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How to validate string.format within Visual Studio

February 28, 2014 Leave a comment

 

In writing code we use string.format a lot to create strings for error reporting or sending to the screen. Some of these will only ever get created if an error occurs so they become difficult to test to make sure the don’t throw an error. Take the following example

The following code would fail at runtime but is fine in the compiler

string.Format("{0} This is valid but will error {1}", this.siteURL);

So how do we catch these. Well we all use the code analysis tools built into visual studio. Don’t we?

 

Well this has a nice test case that will catch and highlight this problem.

 

Run code analysis on your project Alt+F11 or select “Run Code Analysis on …” from the Analyse menu.

 

Then once this has finished you can search for issue CA2241. This will show any and all string.formats that would fail at run time.

 

It would be nice if the compiler caught these but this is still a good approach.

via Buzz Blog http://bit.ly/1hYG3FD

Chris Stretton
Paul is a an expert SharePoint and Project Server developer and is responsible for designing and implementing custom solutions on client systems using the latest SharePoint and .NET technologies.
Paul has extensive experience with SharePoint systems across all sizes of implementation, ranging from small to large farms and has an excellent understanding of all the elements of SharePoint.

This article has been cross posted from paulbuzzblog.wordpress.com (original article)

Infopath Namespace manager creation code

February 18, 2014 Leave a comment

I have had to create some code this week that reads the xml created by InfoPath. I then found that if you try and xpath on something you get a null return until the namespace manager has all of the correct entries. In the past I have created these manually but after a bit of google fo I have come up with the below piece of code. It takes an XMLDocument that you have created based on the form file (or any XML document really) and returns you a newly created namespace manager that can be used along side you xpath queries to get the data you want.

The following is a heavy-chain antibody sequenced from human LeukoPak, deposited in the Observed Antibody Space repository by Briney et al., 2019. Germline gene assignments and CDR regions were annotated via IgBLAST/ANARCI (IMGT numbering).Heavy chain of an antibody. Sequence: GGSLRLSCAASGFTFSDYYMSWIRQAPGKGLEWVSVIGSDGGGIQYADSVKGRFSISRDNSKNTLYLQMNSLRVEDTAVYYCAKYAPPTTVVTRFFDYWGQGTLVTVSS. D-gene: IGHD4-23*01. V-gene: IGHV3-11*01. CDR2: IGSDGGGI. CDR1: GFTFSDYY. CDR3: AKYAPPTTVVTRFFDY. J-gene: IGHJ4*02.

public static XmlNamespaceManager GetNameSpaceManager(XmlDocument xmlDoc)
{
XmlNamespaceManager ns = new XmlNamespaceManager(xmlDoc.NameTable);
foreach (XmlAttribute att in xmlDoc.DocumentElement.Attributes)
{
if (att.Prefix == "xmlns")
{
ns.AddNamespace(att.LocalName, att.Value);
}
}
return ns;
}

.csharpcode, .csharpcode pre
{
font-size: small;
color: black;
font-family: consolas, “Courier New”, courier, monospace;
background-color: #ffffff;
/*white-space: pre;*/
}
.csharpcode pre { margin: 0em; }
.csharpcode .rem { color: #008000; }
.csharpcode .kwrd { color: #0000ff; }
.csharpcode .str { color: #006080; }
.csharpcode .op { color: #0000c0; }
.csharpcode .preproc { color: #cc6633; }
.csharpcode .asp { background-color: #ffff00; }
.csharpcode .html { color: #800000; }
.csharpcode .attr { color: #ff0000; }
.csharpcode .alt
{
background-color: #f4f4f4;
width: 100%;
margin: 0em;
}
.csharpcode .lnum { color: #606060; }

via Buzz Blog http://bit.ly/MuMAtl

Chris Stretton
Paul is a an expert SharePoint and Project Server developer and is responsible for designing and implementing custom solutions on client systems using the latest SharePoint and .NET technologies.
Paul has extensive experience with SharePoint systems across all sizes of implementation, ranging from small to large farms and has an excellent understanding of all the elements of SharePoint.

This article has been cross posted from paulbuzzblog.wordpress.com (original article)

How to hide fields for new items using InfoPath

January 23, 2014 Leave a comment

 

A client had a fairly simple request to hide some fields when a new SharePoint list item is created but have these fields shown once the item has been created and people edit the form. The short version is that you can use the inbuilt ID field to see if an item is new or not. If the ID field is blank then it is a new form.

 

Here are the steps required so that you can hide fields when an item is being created. Make sure not to hide any required fields or the form cannot be saved.

These steps require InfoPath 2010 client to be installed

1. Navigate to the list

a. I have created a very simple list where users will ask a question. The goal is only to allow users to fill out the title field when an item is created

 

2. From the ribbon select the Customize Form option

a. clip_image001

b. If this option is missing then following feature is probably not activated

c. clip_image002

3. A form will now have opened in InfoPath 2010

a. clip_image003